The food smelled amazing and included my favorite pho (soup) and beef, dumplings with a rich Vietnamese dipping sauce and a hearty bowl of rice. I am a long-time admirer of Vietnamese food, and this was excellent. Hoa did some of the cooking, as did her live-in helper, Ba – a woman in her mid 70s, whose husband was suspected of being a double agent during the Vietnam War and apparently brutally killed by the Army of the Republic of Vietnam (ARVN). “He wanted to do it for the country,” she said. Five days after his death, the ARVN dropped his body off in front of their house, according to Ba, and his hands had been cut off, as had other parts of his body.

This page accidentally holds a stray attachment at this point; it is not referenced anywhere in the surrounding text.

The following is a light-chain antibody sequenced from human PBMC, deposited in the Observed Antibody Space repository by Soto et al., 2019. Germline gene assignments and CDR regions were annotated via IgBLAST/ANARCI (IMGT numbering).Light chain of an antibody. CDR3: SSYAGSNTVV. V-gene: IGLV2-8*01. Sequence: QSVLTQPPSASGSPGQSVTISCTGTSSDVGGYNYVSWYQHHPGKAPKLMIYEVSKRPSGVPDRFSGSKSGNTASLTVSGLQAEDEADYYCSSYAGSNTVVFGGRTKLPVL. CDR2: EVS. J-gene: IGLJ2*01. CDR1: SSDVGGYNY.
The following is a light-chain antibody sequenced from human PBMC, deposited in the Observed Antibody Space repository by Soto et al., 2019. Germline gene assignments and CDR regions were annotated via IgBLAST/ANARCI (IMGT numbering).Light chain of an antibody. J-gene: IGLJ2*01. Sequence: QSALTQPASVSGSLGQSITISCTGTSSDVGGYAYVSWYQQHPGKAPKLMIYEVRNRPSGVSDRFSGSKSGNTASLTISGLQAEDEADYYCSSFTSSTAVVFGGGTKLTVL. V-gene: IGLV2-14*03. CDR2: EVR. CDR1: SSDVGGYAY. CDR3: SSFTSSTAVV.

At 28, Ba was left alone to raise her two small sons, in addition to spending a year in prison after her husband’s death. “I cried all the time,” she told me, and said that throughout her incarceration, they washed her mouth out regularly with shampoo, taped her eyes shut and gave her terrible food. She lived this way in a small room with one window until her release. And although not involved with her husband’s crime, Ba said she was punished because of what he did.
When she returned home, the villagers all took care of her and five other women in the same predicament. Then one day the American military passed through her village of Dien Thang, and apparently one of the guys offered to buy her children and take them back to the United States, since she was so poor. Ba looked down while Hoa translated, telling me she often wished that her sons had gone with the soldier. “Ba has had a very difficult life,” says Hoa, explaining that she was now very happy living with Hoa’s family. “She does not want to leave,” says Hoa with a big smile.